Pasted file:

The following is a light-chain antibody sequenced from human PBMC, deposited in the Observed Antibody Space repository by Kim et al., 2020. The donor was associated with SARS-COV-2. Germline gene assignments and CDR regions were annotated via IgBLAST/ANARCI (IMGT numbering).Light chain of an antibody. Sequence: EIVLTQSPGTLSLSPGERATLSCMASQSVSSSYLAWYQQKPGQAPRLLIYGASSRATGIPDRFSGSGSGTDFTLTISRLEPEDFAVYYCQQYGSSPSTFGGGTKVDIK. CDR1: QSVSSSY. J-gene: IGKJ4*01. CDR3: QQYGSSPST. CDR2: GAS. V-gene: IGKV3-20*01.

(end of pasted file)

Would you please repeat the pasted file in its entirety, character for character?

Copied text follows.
The following is a light-chain antibody sequenced from human PBMC, deposited in the Observed Antibody Space repository by Kim et al., 2020. The donor was associated with SARS-COV-2. Germline gene assignments and CDR regions were annotated via IgBLAST/ANARCI (IMGT numbering).Light chain of an antibody. Sequence: EIVLTQSPGTLSLSPGERATLSCMASQSVSSSYLAWYQQKPGQAPRLLIYGASSRATGIPDRFSGSGSGTDFTLTISRLEPEDFAVYYCQQYGSSPSTFGGGTKVDIK. CDR1: QSVSSSY. J-gene: IGKJ4*01. CDR3: QQYGSSPST. CDR2: GAS. V-gene: IGKV3-20*01.